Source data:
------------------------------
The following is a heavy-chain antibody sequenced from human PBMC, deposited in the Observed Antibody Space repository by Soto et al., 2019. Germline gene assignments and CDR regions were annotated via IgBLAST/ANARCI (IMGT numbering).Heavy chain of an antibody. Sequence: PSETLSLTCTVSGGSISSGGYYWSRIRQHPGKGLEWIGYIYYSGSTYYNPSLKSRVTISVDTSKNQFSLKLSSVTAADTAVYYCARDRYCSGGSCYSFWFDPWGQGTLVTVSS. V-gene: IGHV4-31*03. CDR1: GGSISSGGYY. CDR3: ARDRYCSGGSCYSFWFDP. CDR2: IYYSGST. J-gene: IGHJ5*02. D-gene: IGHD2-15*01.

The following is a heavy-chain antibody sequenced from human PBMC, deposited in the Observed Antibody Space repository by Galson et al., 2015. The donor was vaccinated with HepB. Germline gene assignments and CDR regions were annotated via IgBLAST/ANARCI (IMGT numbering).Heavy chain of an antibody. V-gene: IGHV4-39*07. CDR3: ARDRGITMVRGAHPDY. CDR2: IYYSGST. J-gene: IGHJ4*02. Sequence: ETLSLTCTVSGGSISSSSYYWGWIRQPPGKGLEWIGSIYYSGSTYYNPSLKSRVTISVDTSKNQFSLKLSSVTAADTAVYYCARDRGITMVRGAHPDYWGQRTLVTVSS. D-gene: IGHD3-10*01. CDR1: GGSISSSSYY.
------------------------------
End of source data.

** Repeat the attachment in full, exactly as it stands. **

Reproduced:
The following is a heavy-chain antibody sequenced from human PBMC, deposited in the Observed Antibody Space repository by Soto et al., 2019. Germline gene assignments and CDR regions were annotated via IgBLAST/ANARCI (IMGT numbering).Heavy chain of an antibody. Sequence: PSETLSLTCTVSGGSISSGGYYWSRIRQHPGKGLEWIGYIYYSGSTYYNPSLKSRVTISVDTSKNQFSLKLSSVTAADTAVYYCARDRYCSGGSCYSFWFDPWGQGTLVTVSS. V-gene: IGHV4-31*03. CDR1: GGSISSGGYY. CDR3: ARDRYCSGGSCYSFWFDP. CDR2: IYYSGST. J-gene: IGHJ5*02. D-gene: IGHD2-15*01.

The following is a heavy-chain antibody sequenced from human PBMC, deposited in the Observed Antibody Space repository by Galson et al., 2015. The donor was vaccinated with HepB. Germline gene assignments and CDR regions were annotated via IgBLAST/ANARCI (IMGT numbering).Heavy chain of an antibody. V-gene: IGHV4-39*07. CDR3: ARDRGITMVRGAHPDY. CDR2: IYYSGST. J-gene: IGHJ4*02. Sequence: ETLSLTCTVSGGSISSSSYYWGWIRQPPGKGLEWIGSIYYSGSTYYNPSLKSRVTISVDTSKNQFSLKLSSVTAADTAVYYCARDRGITMVRGAHPDYWGQRTLVTVSS. D-gene: IGHD3-10*01. CDR1: GGSISSSSYY.